Emilie Baltz

Cooking with the future

March 25, 2020 / Written by Melanie Ehrenkranz | Photography by David McDowell

Food is a precarious material to work with. It can crack open, ooze, spoil, decompose. A harsh contrast to technology, which is hard, cold, almost unforgivably unyielding, and a toxic scourge on the earth. Just ask food technologist Emilie Baltz.

In one of Baltz’s earlier food design projects, she worked with gelatin, creating a giant gelatin speaker by embedding a sensor into a gelatin mold of a hi-fi speaker. The hope was that when someone touched the speaker, it would trigger a sound and, because of the sound waves, wiggle. Only Baltz didn’t take into consideration gelatin’s melting point (and the fact that people really just want to stick their finger inside of a gooey mold). So over the course of a few hours at room temperature with the added human heat of people’s hands, “the whole thing melted.” Baltz now uses agar, another jelly-like substance used in cooking as a vegetarian substitute since it is obtained from red algae, which is more temperature stable. “Gelatin doesn’t really like to be touched,” she said. 

“Talk about choosing two things that never work, food and technology,” Baltz said. “They’re like oops, the broccoli didn’t ship today and this sensor is actually pressure-sensitive, shit. Nothing ever works as planned.” 

Traces is a 2014 eating experience that uses the table as canvas, tracing the interactions of guests by engaging them in a hands-on dinner.

Baltz doesn’t consider herself a chef or a game designer, but food is her medium and creating interactive experiences is her endgame. She first studied screenwriting and contemporary dance, so she comes from an education in storytelling, and then received her masters in industrial design six years after graduating college.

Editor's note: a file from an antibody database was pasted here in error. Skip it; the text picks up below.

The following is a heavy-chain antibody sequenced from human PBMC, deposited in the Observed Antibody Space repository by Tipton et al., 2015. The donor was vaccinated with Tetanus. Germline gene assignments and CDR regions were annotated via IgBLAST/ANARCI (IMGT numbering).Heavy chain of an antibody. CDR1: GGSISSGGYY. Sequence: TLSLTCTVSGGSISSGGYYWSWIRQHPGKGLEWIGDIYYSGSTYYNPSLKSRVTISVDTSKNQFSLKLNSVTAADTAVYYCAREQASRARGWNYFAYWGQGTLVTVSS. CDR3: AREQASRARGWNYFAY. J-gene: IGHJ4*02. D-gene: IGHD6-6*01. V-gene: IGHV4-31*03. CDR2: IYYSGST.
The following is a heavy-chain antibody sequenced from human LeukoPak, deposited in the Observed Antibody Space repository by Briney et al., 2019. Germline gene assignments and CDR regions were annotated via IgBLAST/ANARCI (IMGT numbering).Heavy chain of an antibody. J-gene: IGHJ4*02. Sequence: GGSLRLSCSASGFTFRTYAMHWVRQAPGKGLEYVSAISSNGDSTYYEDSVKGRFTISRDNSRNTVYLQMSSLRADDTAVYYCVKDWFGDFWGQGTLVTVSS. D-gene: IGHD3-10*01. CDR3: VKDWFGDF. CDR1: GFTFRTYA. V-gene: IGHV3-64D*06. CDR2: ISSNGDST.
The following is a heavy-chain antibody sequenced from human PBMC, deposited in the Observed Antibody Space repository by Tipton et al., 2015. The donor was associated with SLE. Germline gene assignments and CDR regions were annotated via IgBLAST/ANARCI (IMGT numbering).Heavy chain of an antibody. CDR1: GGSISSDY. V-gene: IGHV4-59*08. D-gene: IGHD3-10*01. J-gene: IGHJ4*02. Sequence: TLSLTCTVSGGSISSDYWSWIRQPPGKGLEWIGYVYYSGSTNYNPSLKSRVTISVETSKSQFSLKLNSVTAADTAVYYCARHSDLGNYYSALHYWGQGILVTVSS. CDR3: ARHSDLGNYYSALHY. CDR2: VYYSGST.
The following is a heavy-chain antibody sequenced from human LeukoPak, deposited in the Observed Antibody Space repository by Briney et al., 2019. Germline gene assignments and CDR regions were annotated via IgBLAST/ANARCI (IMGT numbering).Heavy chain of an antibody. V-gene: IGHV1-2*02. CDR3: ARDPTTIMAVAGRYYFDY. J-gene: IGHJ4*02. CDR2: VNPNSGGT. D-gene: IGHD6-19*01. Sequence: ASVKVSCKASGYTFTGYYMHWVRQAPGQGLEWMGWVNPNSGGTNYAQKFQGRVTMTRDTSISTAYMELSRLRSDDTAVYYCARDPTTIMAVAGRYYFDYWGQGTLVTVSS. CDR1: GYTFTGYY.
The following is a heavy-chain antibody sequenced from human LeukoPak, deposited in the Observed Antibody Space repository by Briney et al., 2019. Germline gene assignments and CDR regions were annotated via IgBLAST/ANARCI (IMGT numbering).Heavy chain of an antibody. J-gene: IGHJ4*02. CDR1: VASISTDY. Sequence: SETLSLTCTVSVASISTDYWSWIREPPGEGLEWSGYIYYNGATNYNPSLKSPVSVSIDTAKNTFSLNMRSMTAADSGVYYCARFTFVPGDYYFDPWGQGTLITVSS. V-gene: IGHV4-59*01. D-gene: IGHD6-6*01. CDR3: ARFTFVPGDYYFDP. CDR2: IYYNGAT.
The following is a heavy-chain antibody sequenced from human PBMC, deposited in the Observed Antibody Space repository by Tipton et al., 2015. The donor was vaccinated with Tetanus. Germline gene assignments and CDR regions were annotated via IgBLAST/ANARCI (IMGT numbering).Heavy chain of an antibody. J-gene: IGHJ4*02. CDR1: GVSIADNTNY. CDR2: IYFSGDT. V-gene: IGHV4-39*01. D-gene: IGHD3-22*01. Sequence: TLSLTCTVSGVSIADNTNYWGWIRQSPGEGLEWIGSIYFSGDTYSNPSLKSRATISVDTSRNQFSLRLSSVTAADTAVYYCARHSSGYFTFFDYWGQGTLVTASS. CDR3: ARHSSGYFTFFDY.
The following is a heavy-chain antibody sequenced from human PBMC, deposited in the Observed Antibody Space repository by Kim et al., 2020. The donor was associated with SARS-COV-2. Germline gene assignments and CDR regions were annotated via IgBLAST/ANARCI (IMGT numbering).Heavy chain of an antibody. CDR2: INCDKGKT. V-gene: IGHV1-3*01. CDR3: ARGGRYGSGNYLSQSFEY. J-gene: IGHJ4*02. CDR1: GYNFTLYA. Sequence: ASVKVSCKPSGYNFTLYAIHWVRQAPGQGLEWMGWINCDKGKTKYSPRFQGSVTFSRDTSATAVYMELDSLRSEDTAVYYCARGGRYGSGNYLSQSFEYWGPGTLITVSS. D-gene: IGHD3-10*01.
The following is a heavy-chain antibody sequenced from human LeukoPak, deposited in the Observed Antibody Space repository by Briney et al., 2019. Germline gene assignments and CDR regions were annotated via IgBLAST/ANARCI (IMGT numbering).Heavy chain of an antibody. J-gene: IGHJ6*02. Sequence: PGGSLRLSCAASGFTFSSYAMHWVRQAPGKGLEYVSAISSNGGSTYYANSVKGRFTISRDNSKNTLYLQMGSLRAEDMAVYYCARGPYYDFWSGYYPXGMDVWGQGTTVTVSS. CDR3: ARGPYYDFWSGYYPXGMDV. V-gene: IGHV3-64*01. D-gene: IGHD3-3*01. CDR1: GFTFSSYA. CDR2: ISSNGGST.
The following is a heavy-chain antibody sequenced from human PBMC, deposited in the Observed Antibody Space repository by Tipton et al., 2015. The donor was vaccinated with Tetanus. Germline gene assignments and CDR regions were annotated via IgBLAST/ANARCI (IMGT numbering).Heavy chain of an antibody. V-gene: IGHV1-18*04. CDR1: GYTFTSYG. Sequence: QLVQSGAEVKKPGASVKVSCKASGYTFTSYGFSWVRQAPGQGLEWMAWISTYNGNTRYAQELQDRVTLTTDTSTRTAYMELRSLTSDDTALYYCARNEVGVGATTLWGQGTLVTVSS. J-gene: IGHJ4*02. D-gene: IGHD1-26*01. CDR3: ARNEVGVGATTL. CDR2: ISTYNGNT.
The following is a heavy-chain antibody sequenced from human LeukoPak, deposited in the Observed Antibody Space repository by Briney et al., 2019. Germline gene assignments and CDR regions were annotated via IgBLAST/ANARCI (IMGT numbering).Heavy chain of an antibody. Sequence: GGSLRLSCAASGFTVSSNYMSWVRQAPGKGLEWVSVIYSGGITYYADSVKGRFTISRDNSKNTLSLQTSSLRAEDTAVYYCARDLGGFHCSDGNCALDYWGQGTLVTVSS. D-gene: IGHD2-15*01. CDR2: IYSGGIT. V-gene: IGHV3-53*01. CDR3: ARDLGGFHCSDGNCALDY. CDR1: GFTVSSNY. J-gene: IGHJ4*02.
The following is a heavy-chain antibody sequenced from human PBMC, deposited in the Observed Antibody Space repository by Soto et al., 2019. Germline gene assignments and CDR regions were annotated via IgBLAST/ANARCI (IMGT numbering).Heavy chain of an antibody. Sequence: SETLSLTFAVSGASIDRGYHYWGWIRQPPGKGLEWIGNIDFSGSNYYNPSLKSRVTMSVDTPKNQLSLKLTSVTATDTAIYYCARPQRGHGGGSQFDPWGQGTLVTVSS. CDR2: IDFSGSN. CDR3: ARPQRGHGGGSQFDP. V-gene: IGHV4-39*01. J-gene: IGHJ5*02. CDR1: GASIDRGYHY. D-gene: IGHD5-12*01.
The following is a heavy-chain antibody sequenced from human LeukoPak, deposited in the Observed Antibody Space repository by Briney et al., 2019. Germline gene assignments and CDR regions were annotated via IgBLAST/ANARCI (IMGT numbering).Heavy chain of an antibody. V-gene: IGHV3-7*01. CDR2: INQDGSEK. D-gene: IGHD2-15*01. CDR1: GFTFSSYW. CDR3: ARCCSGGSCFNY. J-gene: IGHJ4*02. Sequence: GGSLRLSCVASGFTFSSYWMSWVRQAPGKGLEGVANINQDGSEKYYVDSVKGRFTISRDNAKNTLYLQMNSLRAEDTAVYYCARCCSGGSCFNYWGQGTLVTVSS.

She stumbled upon food as a material design while she was working as a waitress, and in 2005, this was largely uncharted territory, using ingredients as a medium for interaction. During the rise of molecular gastronomy in 2004, much was happening in the world of food. Chef Wylie Dufresne’s wd~50 was perhaps the most prominent example of molecular gastronomy in America, which operated on the Lower East Side from 2003 through 2014. “The kitchen, just a few blocks from the restaurant, has become a lab for subjecting ingredients to extreme conditions,” the New York Times wrote just ahead of the restaurant’s opening in 2003. Duresne and his team used non-traditional cooking techniques fused with science such as “slivers of calamata olives are withering to a crisp; […] pineapples festooned with peppercorns and vanilla beans are completing a three-day braise; in the freezer, tubs of lovage await an undetermined fate.” 

Other New York chefs followed suit and around the world they continued to open up wild restaurants that really explored and challenged how we think about food. Think kitchens turned R&D labs. 

“There is a real need for experiences that force us into these spaces that are physical, that are real, that aren’t mediated by huge amounts of tech”

Other New York chefs followed suit and around the world they continued to open up wild restaurants that really explored and challenged how we think about food. Think kitchens turned R&D labs. 

“[Food]could be an idea. It could cause an intellectual conversation,” Baltz said. “It could be science; it could be romance; it could be so many things because of the way the material was treated.”  

She started to think about how food could be applied to human design principles. “Chefs here were using it still as an ingredient in a dish,” she said, but she wanted to explore how it could be used to build social relationships and relationships to our environment. “It fed my curiosity to no end because there was no research at that point.”